As a Sri-Lankan born Canadian Artist, I have had the privilege of spending time here in Sri Lanka within the last two years. From January – March 2015 I was here on a Canadian Government sponsored project geared towards exploring my artistic heritage and incorporating this experience into my own art practice. I was mentored in the traditional arts and crafts of Temple painting, and Beeralu Lacemaking. I recently returned in early January of this year to study the traditional craft of mask making.Both experiences deepened my understanding of my country of birth and my love of the people and place. In both instances, I lived and traveled as a local, journeying by bus, train, and tuk-tuk from my guesthouse to villages in which to study these art forms. Traveling sometimes over three hours a day back and forth and I observed the conditions of the towns and villages I passed through. I also took the train into Colombo on a weekly basis from my base south of Panadura.
In Canada where I reside, I speak fondly of my birthplace, the friendliness and generosity of its people, the beauty and richness of its landscape and culture, the ability to grow an abundance of food. However there are unsettling bits to this picture, and very noticeable to a visitor. One that particularly disturbs me is the extent of litter on public and private property, and the practice of burning garbage by the side of the road. It is disheartening to see that people have so little regard for their immediate surroundings that they think nothing of throwing away items of all kinds, and especially plastic bottles and plastic bags which do not decompose. All along the train tracks and beaches coming into Colombo lies this kind of debris.
This does not leave a very good impression in the minds of tourists who also ride these trains. I understand that this problem is one of many issues and cannot be solved overnight. Simply blaming lack of garbage services is not the answer, as there should be instilled a sense of civic pride in combination with education. Children must be taught in schools from a very early age the three R’s – reduce, re-use, recycle, and what that entails on a day-to-day basis. They in turn must educate their parents.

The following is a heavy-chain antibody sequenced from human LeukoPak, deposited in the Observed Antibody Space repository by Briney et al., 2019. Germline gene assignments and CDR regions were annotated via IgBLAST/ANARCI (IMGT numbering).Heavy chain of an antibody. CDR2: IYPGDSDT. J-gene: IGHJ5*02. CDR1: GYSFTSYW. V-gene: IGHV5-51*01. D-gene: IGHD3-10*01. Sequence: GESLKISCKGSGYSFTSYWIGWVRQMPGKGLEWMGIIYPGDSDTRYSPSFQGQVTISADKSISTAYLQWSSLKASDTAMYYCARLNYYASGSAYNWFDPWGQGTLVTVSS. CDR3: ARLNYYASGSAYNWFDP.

I have noticed that the closer one gets to a tourist resort, the less the litter. This is an indicator that Sri Lankans are well aware that littering is not the norm in other countries. On the many hours I spent riding buses, I was amazed at the level of street noise that was a constant in the small towns and even villages I traveled through. The few moments of travel through a quiet bucolic landscape of paddy fields or a river crossing heightened my awareness of this situation. Rather than the bus being a quiet refuge from the noise outside the window, I was assaulted with not only the constant horn blowing by the bus driver, but the blaring voices of a radio call-in show, or a loud music recording, or a music video playing on the screen at a high volume.
This is a form of noise pollution. A bus is a public space, and as such should be free from impositions of this kind. One should not be held hostage to the whims of an operator. We have so few moments of serenity in our day to day life, and they should include a quiet bus ride. I am proud of my heritage, and view Sri Lanka as a special place, a metaphorical Garden of Eden, and like a garden, it needs nurturing and tending to. As an artist and gardener, my hope is that my “complaints” are acknowledged as coming with the best intentions. Because I care.